The Fresh Loaf

News & Information for Amateur Bakers and Artisan Bread Enthusiasts

Introduction and question

Janetmv's picture
Janetmv

Introduction and question

I’ve been lurking on this site about 2 years. I’ve learned so much about sourdough and have had great success with recipes on this site.  I’ve had a 100 percent starter going for 2 years. I converted some of it into a stiff starter some time ago. I took it out, fed it and stored it back in the fridge for about a month. I took it out this morning, and the top was completely dried out. I stored it in a one cup mason jar covered with a plastic lid -it was about 1/4 full. I was able to save 10 grams. Fed it 10 grams of water and 30 grams flour. I’m letting it rise, but when I store what I don’t use, do I need to put plastic wrap directly onto dough, or was the jar I used just too big? I didn’t have this problem the last time I took it out.

Ford's picture
Ford

You do not need to put t he plastic directly on the starter, nor has the starter been hurt by being dry.  In fact, dried starter is a good way to store an emergency supply of starter.  Just spread some starter onto a sheet of parchment paper and let it dry at room temperature (about two days).  Crumble the dried starter and store in a plastic bag in the refrigerator until needed.  When needed, simply wet the dried starter and feed with water and flour.

Ford

Janetmv's picture
Janetmv

Thank you. I have actually dried some of my 100 percent starter as backup. I just never experienced having the top of my starter getting dried out in the refrigerator and was wondering if perhaps I wasn’t storing it properly. So is this normal behavior for a stiff starter?

Danni3ll3's picture
Danni3ll3

Usually my stiff starter develops a layer of hootch on top if I leave it too long. I have one in the basement refrigerator that has been there for months, maybe a year and there is a grey layer of liquid on top. 

I don’t use that one, I keep my leftover Levain in the upstairs fridge and end up using bits of that to build up a levain. Every so often, I throw in extra bran or flour to thicken it up but this is really a haphazard maintenance thing. They are a lot hardier than we give them credit for.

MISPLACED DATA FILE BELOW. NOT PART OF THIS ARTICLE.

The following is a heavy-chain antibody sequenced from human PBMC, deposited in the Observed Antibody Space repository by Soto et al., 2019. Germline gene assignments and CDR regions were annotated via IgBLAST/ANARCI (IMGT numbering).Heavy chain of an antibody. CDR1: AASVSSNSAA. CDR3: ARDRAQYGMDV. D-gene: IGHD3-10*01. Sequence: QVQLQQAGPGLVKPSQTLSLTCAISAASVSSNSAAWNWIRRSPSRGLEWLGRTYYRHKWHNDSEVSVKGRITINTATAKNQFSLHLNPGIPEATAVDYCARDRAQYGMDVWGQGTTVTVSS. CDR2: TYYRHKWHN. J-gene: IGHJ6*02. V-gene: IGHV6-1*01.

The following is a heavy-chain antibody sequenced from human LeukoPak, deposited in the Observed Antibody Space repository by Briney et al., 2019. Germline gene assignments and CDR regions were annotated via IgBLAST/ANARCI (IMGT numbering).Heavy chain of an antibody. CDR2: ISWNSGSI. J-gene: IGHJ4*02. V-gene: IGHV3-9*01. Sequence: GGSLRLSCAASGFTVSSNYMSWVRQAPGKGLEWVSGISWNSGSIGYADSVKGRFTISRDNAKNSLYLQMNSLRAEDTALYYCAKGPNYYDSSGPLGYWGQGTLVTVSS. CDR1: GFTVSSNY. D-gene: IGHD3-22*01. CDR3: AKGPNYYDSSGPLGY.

I suspect your jar was too big and it wasn’t sealed well so your starter dried out. 

Janetmv's picture
Janetmv

Thanks. I’m also wondering if maybe my starter was too dry to begin with. I followed what King Arthur website recommended for a stiff starter, which I believe was at 50 percent. They also used oil in their container, which I will not do, as I don’t want to add other ingredients to my starter. It looks like, through some searches on this website, that many are keeping them between 60 and 70 percent hydration. I have to do a little math to figure how to get it there. I did increase the hydration in my last feeding. I may give it 2 more feedings to slightly change the hydration  before I use it.

Danni3ll3's picture
Danni3ll3

especially if you use bits of it to build up your Levain. Just make it thick like a pudding (I hope you are American because if you are from the UK, this won’t make sense) or a cake batter, and keep it in the fridge. 

That being said, make sure that you follow the hydration called for in the recipe fairly closely. For example, if the recipe calls for 100 g of 100% hydration levain, you can take 10 g of your thick starter and feed it 50 g each water, & flour and that will give you a bit more than 100 g of 100% levain (the extra is because there is always some left stuck to the sides of the container). 

Janetmv's picture
Janetmv

Yes, I am American, so that description is helpful. I would say my stiff starter is definitely thicker than pudding right now. I’m looking to make txfarmer’s fluffy white bread. I’ve successfully made it several times using my 100 percent starter and was curious if I would find any difference using a stiff starter as she suggests. I guess I’m in the mood to experiment.

Gill63's picture
Gill63

I would expect the top of a 50% hydration srarter to be drying out after that time. I typically use my starter at that hydration since bringing the current one back from my Richard Bertinet course about a year ago. He recommends increasing the volume of starter before leaving it for an extended period, and then lifting/scraping off the dried top to get at the good stuff in the middle- which I’ve certainly done and used straight away on returning from a 3 week break, without having to refresh.

Janetmv's picture
Janetmv

Thank you. That does make sense.